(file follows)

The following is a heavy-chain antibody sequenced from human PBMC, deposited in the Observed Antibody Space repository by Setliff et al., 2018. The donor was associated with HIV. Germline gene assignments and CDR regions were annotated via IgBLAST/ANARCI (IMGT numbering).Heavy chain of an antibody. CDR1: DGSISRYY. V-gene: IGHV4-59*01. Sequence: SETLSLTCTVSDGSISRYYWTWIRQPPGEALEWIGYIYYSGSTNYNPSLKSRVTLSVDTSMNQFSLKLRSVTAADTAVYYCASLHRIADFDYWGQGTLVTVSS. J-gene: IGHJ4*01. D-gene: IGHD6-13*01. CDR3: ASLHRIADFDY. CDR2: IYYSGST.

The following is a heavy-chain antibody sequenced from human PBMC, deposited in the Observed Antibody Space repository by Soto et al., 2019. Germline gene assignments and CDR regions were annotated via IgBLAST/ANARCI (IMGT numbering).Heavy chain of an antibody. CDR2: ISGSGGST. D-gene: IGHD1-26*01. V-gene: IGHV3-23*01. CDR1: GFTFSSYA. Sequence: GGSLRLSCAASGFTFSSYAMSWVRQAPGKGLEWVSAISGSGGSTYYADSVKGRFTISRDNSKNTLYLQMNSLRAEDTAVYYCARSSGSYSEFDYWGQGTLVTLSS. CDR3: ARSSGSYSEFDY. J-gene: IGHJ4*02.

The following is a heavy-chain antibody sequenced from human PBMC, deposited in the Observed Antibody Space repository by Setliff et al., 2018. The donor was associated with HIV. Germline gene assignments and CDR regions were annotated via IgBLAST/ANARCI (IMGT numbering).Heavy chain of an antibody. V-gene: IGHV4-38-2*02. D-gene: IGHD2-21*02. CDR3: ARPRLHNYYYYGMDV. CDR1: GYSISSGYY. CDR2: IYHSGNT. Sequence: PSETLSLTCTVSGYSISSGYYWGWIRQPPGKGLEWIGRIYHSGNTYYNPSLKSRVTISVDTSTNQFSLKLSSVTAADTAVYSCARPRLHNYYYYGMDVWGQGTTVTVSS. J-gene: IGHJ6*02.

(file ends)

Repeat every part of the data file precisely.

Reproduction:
The following is a heavy-chain antibody sequenced from human PBMC, deposited in the Observed Antibody Space repository by Setliff et al., 2018. The donor was associated with HIV. Germline gene assignments and CDR regions were annotated via IgBLAST/ANARCI (IMGT numbering).Heavy chain of an antibody. CDR1: DGSISRYY. V-gene: IGHV4-59*01. Sequence: SETLSLTCTVSDGSISRYYWTWIRQPPGEALEWIGYIYYSGSTNYNPSLKSRVTLSVDTSMNQFSLKLRSVTAADTAVYYCASLHRIADFDYWGQGTLVTVSS. J-gene: IGHJ4*01. D-gene: IGHD6-13*01. CDR3: ASLHRIADFDY. CDR2: IYYSGST.

The following is a heavy-chain antibody sequenced from human PBMC, deposited in the Observed Antibody Space repository by Soto et al., 2019. Germline gene assignments and CDR regions were annotated via IgBLAST/ANARCI (IMGT numbering).Heavy chain of an antibody. CDR2: ISGSGGST. D-gene: IGHD1-26*01. V-gene: IGHV3-23*01. CDR1: GFTFSSYA. Sequence: GGSLRLSCAASGFTFSSYAMSWVRQAPGKGLEWVSAISGSGGSTYYADSVKGRFTISRDNSKNTLYLQMNSLRAEDTAVYYCARSSGSYSEFDYWGQGTLVTLSS. CDR3: ARSSGSYSEFDY. J-gene: IGHJ4*02.

The following is a heavy-chain antibody sequenced from human PBMC, deposited in the Observed Antibody Space repository by Setliff et al., 2018. The donor was associated with HIV. Germline gene assignments and CDR regions were annotated via IgBLAST/ANARCI (IMGT numbering).Heavy chain of an antibody. V-gene: IGHV4-38-2*02. D-gene: IGHD2-21*02. CDR3: ARPRLHNYYYYGMDV. CDR1: GYSISSGYY. CDR2: IYHSGNT. Sequence: PSETLSLTCTVSGYSISSGYYWGWIRQPPGKGLEWIGRIYHSGNTYYNPSLKSRVTISVDTSTNQFSLKLSSVTAADTAVYSCARPRLHNYYYYGMDVWGQGTTVTVSS. J-gene: IGHJ6*02.